FBI report: Violent crime decreases to pre-pandemic levels, but property crime is on the rise


ST. LOUIS (AP) — Violent crime across the U.S. decreased last year — dropping to about the same level as before the onset of the COVID-19 pandemic — but property crimes rose substantially, according to data in the FBI’s annual crime report released Monday.

The report comes with an asterisk: Some law enforcement agencies failed to provide data. But a change in collection methods in compiling 2022 numbers helped, and the FBI said the new data represents 83.3% of all agencies covering 93.5% of the population. By contrast, last year’s numbers were from only 62.7% of agencies, representing 64.8% of Americans.

Violent crime dropped 1.7%, and that included a 6.1% decrease in murder and non-negligent manslaughter. Rape decreased 5.4% and aggravated assault dropped 1.1%, but robbery increased 1.3%. Violent crime had also decreased slightly in 2021, a big turnaround from 2020, when the murder rate in the U.S. jumped 29% during the pandemic that created huge social disruption and upended support systems.

The violent crime rate of 380.7 per 100,000 people was a tick better than 2019 — the year before the pandemic hit the U.S., when the rate was 380.8 per 100,000 people.

Richard Rosenfeld, criminal justice professor emeritus at the University of Missouri-St. Louis, said the drop in violence can be attributed largely to the fact that the “stresses and strains” associated with the pandemic have abated.

“By and large what we’re seeing is simply a return to something approaching normal after the big changes associated with the pandemic,” Rosenfeld said.

Despite the waning violence, property crimes jumped 7.1%, with motor vehicle thefts showing the biggest increase at 10.9%. The FBI said carjackings increased 8.1% from 2021, and the vast majority of carjackings involving an assailant with a weapon. Someone was injured in more than a quarter of all carjackings.

Rachael Eisenberg, managing director of rights and justice for the Washington, D.C.-based Center for American Progress, said that while the FBI report looks at 2022 data, more recent statistics indicate that the drop in violent crime will continue through this year.

In fact, the FBI findings are in line with a report released in July by the nonpartisan think tank the Council on Criminal Justice. That report using data from 37 surveyed cities found that murders dropped 9.4% in the first half of 2023 compared to the first half of 2022, but vehicle thefts rose a whopping 33.5%.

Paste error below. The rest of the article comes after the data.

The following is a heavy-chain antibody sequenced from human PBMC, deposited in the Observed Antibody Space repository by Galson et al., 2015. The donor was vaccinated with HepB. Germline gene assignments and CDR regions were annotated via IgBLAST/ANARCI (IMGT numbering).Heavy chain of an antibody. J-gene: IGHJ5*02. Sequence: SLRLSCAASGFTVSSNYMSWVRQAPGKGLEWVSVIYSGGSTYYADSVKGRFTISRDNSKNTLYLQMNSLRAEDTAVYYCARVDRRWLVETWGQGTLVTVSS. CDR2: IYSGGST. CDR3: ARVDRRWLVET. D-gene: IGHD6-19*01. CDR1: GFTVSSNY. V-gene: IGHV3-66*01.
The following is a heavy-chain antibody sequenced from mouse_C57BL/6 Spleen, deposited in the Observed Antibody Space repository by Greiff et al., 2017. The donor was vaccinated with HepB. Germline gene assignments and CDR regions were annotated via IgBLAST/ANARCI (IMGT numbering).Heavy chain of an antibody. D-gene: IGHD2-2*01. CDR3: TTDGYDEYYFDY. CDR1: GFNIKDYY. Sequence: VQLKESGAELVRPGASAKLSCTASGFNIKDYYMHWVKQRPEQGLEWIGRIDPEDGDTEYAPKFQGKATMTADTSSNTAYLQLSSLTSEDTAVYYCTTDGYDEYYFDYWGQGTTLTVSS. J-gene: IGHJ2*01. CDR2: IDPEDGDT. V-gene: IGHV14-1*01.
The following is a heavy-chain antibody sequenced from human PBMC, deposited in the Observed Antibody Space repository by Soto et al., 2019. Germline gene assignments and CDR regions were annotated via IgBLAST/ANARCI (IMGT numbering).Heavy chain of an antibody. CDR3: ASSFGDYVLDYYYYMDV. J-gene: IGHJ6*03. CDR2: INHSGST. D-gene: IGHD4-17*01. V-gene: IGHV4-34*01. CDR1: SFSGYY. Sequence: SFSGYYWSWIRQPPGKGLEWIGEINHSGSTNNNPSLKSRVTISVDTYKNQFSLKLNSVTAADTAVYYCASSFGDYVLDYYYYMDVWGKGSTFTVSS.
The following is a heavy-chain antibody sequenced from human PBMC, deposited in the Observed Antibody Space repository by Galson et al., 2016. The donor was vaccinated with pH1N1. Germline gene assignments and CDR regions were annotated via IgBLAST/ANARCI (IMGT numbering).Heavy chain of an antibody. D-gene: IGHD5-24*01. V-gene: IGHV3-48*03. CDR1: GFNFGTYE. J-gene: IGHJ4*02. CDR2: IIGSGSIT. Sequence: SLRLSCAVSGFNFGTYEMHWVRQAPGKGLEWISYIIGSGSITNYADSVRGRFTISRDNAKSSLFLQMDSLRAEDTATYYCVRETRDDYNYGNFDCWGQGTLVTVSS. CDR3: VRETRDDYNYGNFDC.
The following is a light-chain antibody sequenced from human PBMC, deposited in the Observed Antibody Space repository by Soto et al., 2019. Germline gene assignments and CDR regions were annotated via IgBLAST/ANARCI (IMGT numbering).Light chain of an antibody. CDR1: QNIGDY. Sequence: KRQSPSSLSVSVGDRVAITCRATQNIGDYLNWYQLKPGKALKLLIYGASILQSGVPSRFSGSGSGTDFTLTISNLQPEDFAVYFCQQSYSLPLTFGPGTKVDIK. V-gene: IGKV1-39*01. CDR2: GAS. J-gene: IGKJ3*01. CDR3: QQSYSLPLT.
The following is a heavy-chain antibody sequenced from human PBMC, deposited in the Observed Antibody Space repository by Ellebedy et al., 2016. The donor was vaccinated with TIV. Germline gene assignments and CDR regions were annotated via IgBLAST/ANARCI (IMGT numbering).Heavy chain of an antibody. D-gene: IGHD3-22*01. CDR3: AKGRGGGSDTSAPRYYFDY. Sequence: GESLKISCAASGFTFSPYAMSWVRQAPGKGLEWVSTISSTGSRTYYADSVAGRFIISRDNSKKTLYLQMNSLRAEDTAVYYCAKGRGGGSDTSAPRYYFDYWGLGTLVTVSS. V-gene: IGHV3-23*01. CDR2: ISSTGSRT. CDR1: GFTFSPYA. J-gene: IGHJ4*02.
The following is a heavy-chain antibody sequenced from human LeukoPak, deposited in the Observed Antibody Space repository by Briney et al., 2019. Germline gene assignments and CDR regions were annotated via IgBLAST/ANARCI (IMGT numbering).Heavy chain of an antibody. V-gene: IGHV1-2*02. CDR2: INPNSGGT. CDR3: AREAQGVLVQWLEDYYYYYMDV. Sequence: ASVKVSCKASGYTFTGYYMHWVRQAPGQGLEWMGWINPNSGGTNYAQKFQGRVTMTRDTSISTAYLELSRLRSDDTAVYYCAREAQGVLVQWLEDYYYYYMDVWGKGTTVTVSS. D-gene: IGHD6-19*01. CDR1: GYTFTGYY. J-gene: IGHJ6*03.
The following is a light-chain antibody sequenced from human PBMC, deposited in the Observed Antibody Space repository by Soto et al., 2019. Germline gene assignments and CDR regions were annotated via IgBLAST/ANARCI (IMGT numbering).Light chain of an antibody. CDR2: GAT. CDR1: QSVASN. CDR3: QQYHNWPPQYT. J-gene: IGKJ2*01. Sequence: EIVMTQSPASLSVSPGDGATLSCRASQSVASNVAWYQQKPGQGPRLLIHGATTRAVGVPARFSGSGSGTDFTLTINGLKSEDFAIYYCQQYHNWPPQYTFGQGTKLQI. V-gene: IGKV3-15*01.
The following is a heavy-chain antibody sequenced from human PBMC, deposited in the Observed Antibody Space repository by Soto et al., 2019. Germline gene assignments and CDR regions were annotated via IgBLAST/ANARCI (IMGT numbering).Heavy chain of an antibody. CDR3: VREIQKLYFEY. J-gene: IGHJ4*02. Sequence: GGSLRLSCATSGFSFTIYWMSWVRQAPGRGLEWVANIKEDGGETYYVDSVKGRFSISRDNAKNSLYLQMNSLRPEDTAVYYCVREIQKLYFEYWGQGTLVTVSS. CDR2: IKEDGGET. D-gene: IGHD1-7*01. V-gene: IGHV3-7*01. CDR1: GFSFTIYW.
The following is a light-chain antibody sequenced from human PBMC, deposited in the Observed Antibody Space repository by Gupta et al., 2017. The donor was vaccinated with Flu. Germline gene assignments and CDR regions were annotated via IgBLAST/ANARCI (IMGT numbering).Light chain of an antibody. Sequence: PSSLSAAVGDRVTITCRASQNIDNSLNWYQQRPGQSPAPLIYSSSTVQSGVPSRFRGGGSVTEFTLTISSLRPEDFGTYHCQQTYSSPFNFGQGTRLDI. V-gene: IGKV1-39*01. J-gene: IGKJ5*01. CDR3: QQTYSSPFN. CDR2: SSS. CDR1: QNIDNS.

Last year’s FBI report arrived with major caveats since nearly two-fifths of all policing agencies failed to participate, including big cities like New York, Los Angeles and Miami. That followed a major overhaul in the reporting system.

For this year’s report, the FBI used data voluntarily collected from agencies using the newer National Incident-Based Reporting System, but also included data from agencies still using an older system, known as the Summary Reporting System. That accounted, in part, for the huge increase in participating agencies.

The overhaul will eventually make crime data more modern and detailed, federal officials said, but the switchover can be complicated for police departments. While the increase in 2022 participation was due in part to inclusion of Summary Reporting System data, the FBI noted that an additional 1,499 agencies submitted data through NIBRS.

This year’s report showed that while the the number of adult victims of fatal gun violence decreased 6.6%, the estimated number of juvenile victims rose 11.8%. Gun-safety advocates decry the loosening of gun laws, especially in conservative-leaning states around the U.S.

Assaults on law enforcement officers rose 1.8% compared to 2021. An estimated 31,400 of the 102,100 assaults resulted in injuries in 2022, up 1.7% from the previous year.

Violent crime overall remains far lower than the historic highs of the 1990s.

While the direct impact has ebbed, Rosenfeld said the pandemic could still indirectly result in more crime. The pandemic prompted many firms to allow employees to work from home some or all of the time. Desolate city streets make crime more likely.

“The more people in the street, the more people difficult it is for somebody to commit a crime because there are so many eyes on the street,” Rosenfeld said.

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